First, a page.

The focus in the system design would be to help the users in their operations as well as help the management to get the desired information. When developing the systems, he would follow an iterative and incremental strategy to deliver the software in phases. He believed that this allowed

· Transparency of progress in development to the Management

· The ability to accommodate design changes fairly easily

· Allow the users to get familiar with the software

· Allow the users to start using the software to perform the basic requirements very quickly.

As you can see, this is agile development methodology in implementation before the term was coined

 In the development of the system, he largely believed in Code Generators for routine tasks. This way, the application would have proven code, no mistakes and reduces time in testing. He practiced this approach not only in the systems developed by his team, but also in the organisations where he guided the development team. He strongly believed in strict validations on the input data. He would say ‘Do not allow the user to make a mistake in using your system. If you give room to make a mistake in your system, then there is no point in blaming the user that he/she had done a mistake’. He used to give more importance to the functionality, ease of use and stability of the system than to the user interface. He felt that the user should first feel confident in using the system, it should provide him the required benefits, the cosmetics can always be added later, if required. This doesn’t mean that the user interfaces would be poor in his designs. They would be simple to view and easy to use.

He would think about the complete system cycle in all the Software developments that he was guiding – like correct data capture, information generation, regular and automatic backup of the data, alerting the user and management if something goes wrong and future expansion that could be added to the system. It would be very good experience to anyone who is listening to him when he explained these concepts. He would say ‘like any system in nature is complete, our systems should be complete in all aspects’.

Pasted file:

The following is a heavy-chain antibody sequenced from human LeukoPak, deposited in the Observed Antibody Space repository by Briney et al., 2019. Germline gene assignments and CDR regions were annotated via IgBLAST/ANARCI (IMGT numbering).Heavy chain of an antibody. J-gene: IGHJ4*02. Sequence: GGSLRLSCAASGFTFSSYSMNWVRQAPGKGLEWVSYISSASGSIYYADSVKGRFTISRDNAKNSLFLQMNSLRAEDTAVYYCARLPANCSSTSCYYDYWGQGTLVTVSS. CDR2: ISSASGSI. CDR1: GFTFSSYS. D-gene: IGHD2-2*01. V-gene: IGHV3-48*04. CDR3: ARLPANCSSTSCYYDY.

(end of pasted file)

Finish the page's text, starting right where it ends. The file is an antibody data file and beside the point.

He must be one of the very few Software professionals in India who worked from the punch card days to dotNet development. He was never tired of learning a new platform, new development tools, redesigning the same systems in the latest platforms. When working on a new Tool, he would feel very happy like a child. And he would make his colleagues and students feel comfortable in learning the new tool.

He was much ahead of his times in using many novel ideas in the system development. When only flat files were used and sequential access was the only method used by many people at that time, he was using Index and Sub Index files for faster data access. He took it as a challenge to develop the systems with whatever limited hardware resources that was made available to him. He would never complain that the given hardware is not sufficient.

Here is a snapshot of the platforms that MSSR worked with, keeping in mind that he played with a lot more than what the final products were developed in.





Programming Languages

Operating Systems

Database Platforms

Hardware platforms


Main frame Operating Systems

dBase & FoxBase

IBM Main Frames


Mini computers Operating Systems


Mini Computers




8086 based Systems




PCs with 8086, 286, 386, 486 and Pentium processors


Windows 3.1 to Windows 2000

SQL Server